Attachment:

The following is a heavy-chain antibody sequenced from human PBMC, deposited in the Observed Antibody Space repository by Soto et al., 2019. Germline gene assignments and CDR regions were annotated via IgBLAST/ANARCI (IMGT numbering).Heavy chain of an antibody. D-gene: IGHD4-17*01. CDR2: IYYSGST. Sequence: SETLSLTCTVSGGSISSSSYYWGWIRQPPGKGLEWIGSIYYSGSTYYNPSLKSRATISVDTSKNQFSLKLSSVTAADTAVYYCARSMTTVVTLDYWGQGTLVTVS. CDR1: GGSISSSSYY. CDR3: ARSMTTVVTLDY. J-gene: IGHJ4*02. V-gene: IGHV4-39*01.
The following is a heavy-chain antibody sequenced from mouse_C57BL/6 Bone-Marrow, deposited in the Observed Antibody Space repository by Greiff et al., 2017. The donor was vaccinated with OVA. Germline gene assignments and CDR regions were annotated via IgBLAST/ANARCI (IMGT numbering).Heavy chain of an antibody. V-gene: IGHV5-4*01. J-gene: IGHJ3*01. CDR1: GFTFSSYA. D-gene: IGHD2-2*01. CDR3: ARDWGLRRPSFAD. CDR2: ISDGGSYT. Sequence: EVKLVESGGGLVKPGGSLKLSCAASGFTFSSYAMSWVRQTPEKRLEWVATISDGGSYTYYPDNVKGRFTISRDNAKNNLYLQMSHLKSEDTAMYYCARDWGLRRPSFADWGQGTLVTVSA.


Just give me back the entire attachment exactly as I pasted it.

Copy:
The following is a heavy-chain antibody sequenced from human PBMC, deposited in the Observed Antibody Space repository by Soto et al., 2019. Germline gene assignments and CDR regions were annotated via IgBLAST/ANARCI (IMGT numbering).Heavy chain of an antibody. D-gene: IGHD4-17*01. CDR2: IYYSGST. Sequence: SETLSLTCTVSGGSISSSSYYWGWIRQPPGKGLEWIGSIYYSGSTYYNPSLKSRATISVDTSKNQFSLKLSSVTAADTAVYYCARSMTTVVTLDYWGQGTLVTVS. CDR1: GGSISSSSYY. CDR3: ARSMTTVVTLDY. J-gene: IGHJ4*02. V-gene: IGHV4-39*01.
The following is a heavy-chain antibody sequenced from mouse_C57BL/6 Bone-Marrow, deposited in the Observed Antibody Space repository by Greiff et al., 2017. The donor was vaccinated with OVA. Germline gene assignments and CDR regions were annotated via IgBLAST/ANARCI (IMGT numbering).Heavy chain of an antibody. V-gene: IGHV5-4*01. J-gene: IGHJ3*01. CDR1: GFTFSSYA. D-gene: IGHD2-2*01. CDR3: ARDWGLRRPSFAD. CDR2: ISDGGSYT. Sequence: EVKLVESGGGLVKPGGSLKLSCAASGFTFSSYAMSWVRQTPEKRLEWVATISDGGSYTYYPDNVKGRFTISRDNAKNNLYLQMSHLKSEDTAMYYCARDWGLRRPSFADWGQGTLVTVSA.